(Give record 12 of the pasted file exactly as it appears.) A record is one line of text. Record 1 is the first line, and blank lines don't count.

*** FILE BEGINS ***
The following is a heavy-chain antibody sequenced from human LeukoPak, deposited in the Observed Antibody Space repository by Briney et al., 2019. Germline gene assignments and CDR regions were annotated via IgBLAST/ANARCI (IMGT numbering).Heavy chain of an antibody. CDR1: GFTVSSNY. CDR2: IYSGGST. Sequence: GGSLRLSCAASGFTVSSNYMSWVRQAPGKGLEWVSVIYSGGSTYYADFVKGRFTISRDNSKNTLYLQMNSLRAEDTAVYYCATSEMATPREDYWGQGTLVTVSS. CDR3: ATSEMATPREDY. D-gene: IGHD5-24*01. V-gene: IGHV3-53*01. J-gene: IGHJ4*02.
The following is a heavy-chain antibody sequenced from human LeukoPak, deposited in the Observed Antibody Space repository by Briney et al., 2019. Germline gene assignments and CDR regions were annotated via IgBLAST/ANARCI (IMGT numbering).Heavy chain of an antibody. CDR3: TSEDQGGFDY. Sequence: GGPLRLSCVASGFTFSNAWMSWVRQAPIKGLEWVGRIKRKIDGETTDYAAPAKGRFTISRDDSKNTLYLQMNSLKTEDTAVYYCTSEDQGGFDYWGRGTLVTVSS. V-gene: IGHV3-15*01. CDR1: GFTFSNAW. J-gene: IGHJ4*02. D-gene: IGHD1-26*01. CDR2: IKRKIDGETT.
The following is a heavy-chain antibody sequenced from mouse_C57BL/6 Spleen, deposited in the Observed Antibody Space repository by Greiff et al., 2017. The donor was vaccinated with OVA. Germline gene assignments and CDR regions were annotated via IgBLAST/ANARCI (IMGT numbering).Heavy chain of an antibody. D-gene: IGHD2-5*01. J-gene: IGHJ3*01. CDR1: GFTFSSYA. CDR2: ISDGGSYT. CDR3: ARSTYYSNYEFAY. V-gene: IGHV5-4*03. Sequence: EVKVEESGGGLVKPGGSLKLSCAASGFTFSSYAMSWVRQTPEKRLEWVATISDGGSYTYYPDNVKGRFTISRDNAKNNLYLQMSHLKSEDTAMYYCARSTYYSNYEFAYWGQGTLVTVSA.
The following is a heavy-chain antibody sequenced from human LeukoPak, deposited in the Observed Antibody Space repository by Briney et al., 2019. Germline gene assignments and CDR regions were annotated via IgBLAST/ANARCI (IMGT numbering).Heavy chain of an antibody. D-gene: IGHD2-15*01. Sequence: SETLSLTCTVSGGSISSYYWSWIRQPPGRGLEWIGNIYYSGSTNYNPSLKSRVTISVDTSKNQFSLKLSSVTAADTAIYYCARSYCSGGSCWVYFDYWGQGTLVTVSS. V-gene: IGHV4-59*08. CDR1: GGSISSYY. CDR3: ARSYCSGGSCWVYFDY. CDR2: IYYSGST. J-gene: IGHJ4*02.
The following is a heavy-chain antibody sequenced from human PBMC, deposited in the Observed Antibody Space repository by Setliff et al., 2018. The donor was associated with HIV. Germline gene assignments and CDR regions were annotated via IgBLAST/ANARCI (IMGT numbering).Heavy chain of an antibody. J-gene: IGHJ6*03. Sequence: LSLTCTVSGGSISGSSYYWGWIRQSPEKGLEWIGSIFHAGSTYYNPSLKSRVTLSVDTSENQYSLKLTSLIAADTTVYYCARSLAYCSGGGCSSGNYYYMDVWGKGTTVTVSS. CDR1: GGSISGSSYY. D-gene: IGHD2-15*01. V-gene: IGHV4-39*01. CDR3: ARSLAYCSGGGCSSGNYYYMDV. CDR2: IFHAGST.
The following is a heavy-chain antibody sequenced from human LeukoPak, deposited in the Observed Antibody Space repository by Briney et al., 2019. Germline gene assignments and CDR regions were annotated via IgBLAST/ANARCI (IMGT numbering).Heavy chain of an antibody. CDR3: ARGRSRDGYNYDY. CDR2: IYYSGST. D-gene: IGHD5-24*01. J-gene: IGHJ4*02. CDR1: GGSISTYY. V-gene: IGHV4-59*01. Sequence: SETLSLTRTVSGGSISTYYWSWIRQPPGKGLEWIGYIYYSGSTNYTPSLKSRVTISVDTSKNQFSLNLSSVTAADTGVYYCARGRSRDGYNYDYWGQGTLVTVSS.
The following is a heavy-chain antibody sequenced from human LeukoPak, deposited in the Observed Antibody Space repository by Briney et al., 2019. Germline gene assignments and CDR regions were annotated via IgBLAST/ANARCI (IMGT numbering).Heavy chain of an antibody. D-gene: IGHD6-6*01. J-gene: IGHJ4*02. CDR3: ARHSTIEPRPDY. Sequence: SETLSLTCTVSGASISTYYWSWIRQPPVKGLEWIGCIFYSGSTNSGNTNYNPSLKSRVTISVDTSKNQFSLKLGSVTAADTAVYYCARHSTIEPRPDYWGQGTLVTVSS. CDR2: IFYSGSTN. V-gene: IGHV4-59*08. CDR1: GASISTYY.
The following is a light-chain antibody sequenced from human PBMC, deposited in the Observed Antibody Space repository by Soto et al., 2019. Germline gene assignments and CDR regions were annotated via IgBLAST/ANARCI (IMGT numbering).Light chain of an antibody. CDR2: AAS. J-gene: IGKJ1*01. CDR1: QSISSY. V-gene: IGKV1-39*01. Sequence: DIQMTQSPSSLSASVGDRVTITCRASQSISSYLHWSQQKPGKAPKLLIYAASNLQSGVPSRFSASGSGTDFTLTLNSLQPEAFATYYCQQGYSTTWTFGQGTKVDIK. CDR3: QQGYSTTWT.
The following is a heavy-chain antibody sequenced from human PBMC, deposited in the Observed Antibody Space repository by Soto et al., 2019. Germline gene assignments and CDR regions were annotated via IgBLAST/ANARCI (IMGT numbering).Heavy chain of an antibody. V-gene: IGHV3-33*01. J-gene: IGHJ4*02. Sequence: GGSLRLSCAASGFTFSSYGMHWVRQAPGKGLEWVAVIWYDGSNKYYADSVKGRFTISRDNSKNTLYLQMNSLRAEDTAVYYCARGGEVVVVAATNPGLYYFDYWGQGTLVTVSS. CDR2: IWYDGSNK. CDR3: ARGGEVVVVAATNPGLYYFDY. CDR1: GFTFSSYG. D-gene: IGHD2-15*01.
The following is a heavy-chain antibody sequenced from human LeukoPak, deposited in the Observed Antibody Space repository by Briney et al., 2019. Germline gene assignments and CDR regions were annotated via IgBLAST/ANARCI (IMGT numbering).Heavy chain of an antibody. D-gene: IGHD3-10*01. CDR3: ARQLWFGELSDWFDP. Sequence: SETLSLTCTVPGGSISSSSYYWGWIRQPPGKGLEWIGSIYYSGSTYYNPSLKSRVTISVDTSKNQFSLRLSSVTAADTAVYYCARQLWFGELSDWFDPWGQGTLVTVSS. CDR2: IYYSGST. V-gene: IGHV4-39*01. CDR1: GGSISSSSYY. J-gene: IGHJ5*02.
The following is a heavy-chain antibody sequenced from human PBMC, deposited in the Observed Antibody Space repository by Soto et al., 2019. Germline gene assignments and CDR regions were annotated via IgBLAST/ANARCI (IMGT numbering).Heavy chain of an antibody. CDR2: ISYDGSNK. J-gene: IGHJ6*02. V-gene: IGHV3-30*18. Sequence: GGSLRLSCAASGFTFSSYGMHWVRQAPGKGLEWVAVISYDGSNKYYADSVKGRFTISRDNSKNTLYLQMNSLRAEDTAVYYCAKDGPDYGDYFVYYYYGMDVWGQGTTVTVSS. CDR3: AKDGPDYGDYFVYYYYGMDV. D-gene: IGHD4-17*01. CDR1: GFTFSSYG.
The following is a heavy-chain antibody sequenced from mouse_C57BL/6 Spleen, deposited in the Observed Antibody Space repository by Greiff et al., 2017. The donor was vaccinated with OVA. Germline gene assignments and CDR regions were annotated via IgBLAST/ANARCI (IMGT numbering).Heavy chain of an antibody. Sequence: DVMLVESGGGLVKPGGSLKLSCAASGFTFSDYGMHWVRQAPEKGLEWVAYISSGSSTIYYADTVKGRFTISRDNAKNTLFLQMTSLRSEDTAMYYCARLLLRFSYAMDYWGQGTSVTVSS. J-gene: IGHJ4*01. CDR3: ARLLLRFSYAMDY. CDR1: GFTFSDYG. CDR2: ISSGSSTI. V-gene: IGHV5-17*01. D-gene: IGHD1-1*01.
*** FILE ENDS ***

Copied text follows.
The following is a heavy-chain antibody sequenced from mouse_C57BL/6 Spleen, deposited in the Observed Antibody Space repository by Greiff et al., 2017. The donor was vaccinated with OVA. Germline gene assignments and CDR regions were annotated via IgBLAST/ANARCI (IMGT numbering).Heavy chain of an antibody. Sequence: DVMLVESGGGLVKPGGSLKLSCAASGFTFSDYGMHWVRQAPEKGLEWVAYISSGSSTIYYADTVKGRFTISRDNAKNTLFLQMTSLRSEDTAMYYCARLLLRFSYAMDYWGQGTSVTVSS. J-gene: IGHJ4*01. CDR3: ARLLLRFSYAMDY. CDR1: GFTFSDYG. CDR2: ISSGSSTI. V-gene: IGHV5-17*01. D-gene: IGHD1-1*01.